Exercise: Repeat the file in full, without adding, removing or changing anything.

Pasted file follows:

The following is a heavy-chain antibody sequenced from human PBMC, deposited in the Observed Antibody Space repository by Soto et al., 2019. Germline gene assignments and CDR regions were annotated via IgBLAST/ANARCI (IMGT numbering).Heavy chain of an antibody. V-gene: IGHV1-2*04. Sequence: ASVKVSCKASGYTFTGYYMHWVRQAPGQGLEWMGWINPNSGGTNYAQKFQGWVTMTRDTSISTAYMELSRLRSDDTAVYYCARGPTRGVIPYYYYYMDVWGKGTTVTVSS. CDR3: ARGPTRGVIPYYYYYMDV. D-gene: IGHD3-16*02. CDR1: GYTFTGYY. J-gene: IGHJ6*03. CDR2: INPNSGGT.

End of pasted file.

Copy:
The following is a heavy-chain antibody sequenced from human PBMC, deposited in the Observed Antibody Space repository by Soto et al., 2019. Germline gene assignments and CDR regions were annotated via IgBLAST/ANARCI (IMGT numbering).Heavy chain of an antibody. V-gene: IGHV1-2*04. Sequence: ASVKVSCKASGYTFTGYYMHWVRQAPGQGLEWMGWINPNSGGTNYAQKFQGWVTMTRDTSISTAYMELSRLRSDDTAVYYCARGPTRGVIPYYYYYMDVWGKGTTVTVSS. CDR3: ARGPTRGVIPYYYYYMDV. D-gene: IGHD3-16*02. CDR1: GYTFTGYY. J-gene: IGHJ6*03. CDR2: INPNSGGT.